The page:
Follicular Lymphoma: Second-Line Therapy Options


Ajay Gopal, MD:This patient, unfortunately, had a relatively early relapse after R-CHOP therapy and needed second-line therapy. The question comes up as to what the best second-line therapy is in these early relapse patients. As I mentioned, I don’t think we really know the right answer here. Bendamustine/rituximab is reasonable. It’s a very standard, traditional approach. Typically, for patients that are young like this patient—and 66 years old is still quite young—we would expect a 20-year life span for somebody who’s otherwise healthy and 66 years old. I will talk about alternative strategies, I’ll talk about clinical trials. We talk sometimes about high-dose therapy and autotransplant if patients have sensitive disease, but we’re really trying to think of different strategies because we know the traditional approach typically yields an unacceptably short overall survival for those that relapse early. However, bendamustine/rituximab is still a standard approach that one can employ.

There is another combination with bendamustine that’s also approved. This is bendamustine plus obinutuzumab. This was based on a randomized phase III trial comparing bendamustine/obinutuzumab and bendamustine alone in patients that had rituximab-refractory disease. The eligibility for this trial doesn’t exactly fit this patient because those patients have rituximab-refractory disease. However, the label allows patients that have had prior chemotherapy and rituximab. So, that would yet be another option for this patient.

For this patient, unfortunately, he’s had a short remission now after second-line therapy with bendamustine/rituximab, and the options become more limited. There is 1 agent that’s approved for this situation: idelalisib. This is a PI3K inhibitor, an oral agent. So, that would be a very reasonable on-label approach. There are clinical trials, again, that I would consider for this gentleman. He’s 66 years old. He would likely be an autologous transplant candidate if he wanted to be aggressive and had chemotherapy-responsive disease, but this is someone who we really need to think of new options for.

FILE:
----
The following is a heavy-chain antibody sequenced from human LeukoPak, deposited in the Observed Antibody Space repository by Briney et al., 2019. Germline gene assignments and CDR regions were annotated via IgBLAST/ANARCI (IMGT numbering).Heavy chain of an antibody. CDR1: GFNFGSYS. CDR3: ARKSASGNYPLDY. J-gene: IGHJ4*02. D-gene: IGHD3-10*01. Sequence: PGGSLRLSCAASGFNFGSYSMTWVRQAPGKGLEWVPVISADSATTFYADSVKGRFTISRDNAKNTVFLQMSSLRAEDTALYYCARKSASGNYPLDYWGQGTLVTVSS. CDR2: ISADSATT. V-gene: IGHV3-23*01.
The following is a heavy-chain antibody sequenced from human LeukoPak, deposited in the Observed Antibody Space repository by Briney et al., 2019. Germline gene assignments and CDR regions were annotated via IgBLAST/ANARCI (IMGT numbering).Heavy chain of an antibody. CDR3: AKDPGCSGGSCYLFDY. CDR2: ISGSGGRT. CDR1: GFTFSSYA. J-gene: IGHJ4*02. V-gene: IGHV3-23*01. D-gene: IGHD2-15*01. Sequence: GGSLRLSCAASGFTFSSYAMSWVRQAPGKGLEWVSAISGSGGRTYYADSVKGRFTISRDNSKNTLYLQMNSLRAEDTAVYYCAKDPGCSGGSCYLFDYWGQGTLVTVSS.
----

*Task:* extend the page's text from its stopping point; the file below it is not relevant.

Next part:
As I mentioned, idelalisib is approved for this indication for patients with relapsed follicular lymphoma or small lymphocytic lymphoma who had 2 prior therapies. And this is based on a single-arm phase II trial for patients that had double-refractory disease—disease that was defined as refractory to both an alkylating agent and to rituximab. This patient really would fit that category as well. This was a trial of 125 patients with a variety of indolent B cell lymphoma histologies. The majority had follicular lymphoma. The overall response rate was a primary endpoint, and this was a 57% overall response rate. The duration of response was about 12.5 months and the progression-free survival for the entire cohort was about 11 months. This led to the accelerated approval of idelalisib for this setting.

Transcript edited for clarity.

January 2014

  • A 66-year-old male presents with bilateral inguinal and right axillary adenopathy.
  • Past medical history includes hypercholesterolemia managed with simvastatin; moderate hypertension, managed with hydrochlorothiazide/triamterene; history of atrial fibrillation managed with apixaban.
    • Laboratory findings: hemoglobin level 10.2 g/dL, LDH elevated
    • CT scan shows widely disseminated disease, with bulky adenopathy in the pelvis, mesentery, retroperitoneum, supraclavicular region, and aortopulmonary window. The largest lymph node is 9.8 cm.
    • Chest radiography shows small bilateral pleural effusions
    • Bone marrow biopsy shows 70% involvement with FL
    • Excisional biopsy shows grade 2 follicular lymphoma
  • The patient was started on R-CHOP and achieved remission for 19 months at which time he developed an enlarging adenopathy in the pelvis.

October 2015

  • Upon relapse of her disease, the patient was treated with bendamustine/rituximab.
  • He achieved a partial response for close to 6 months.

April 2016

  • The patient reports feeling tired and abdominal fullness.
  • Physical exam remarkable for palpable splenomegaly.
  • PET imaging showed enlargement of pelvic and retroperitoneal nodes and development of several new lesions.
  • The patient was started on idelalisib therapy.
Related Videos
Experts on FL
Expert on FL
Expert on FL
Experts on FL
Expert on FL
Expert on FL
Experts on FL
Related Content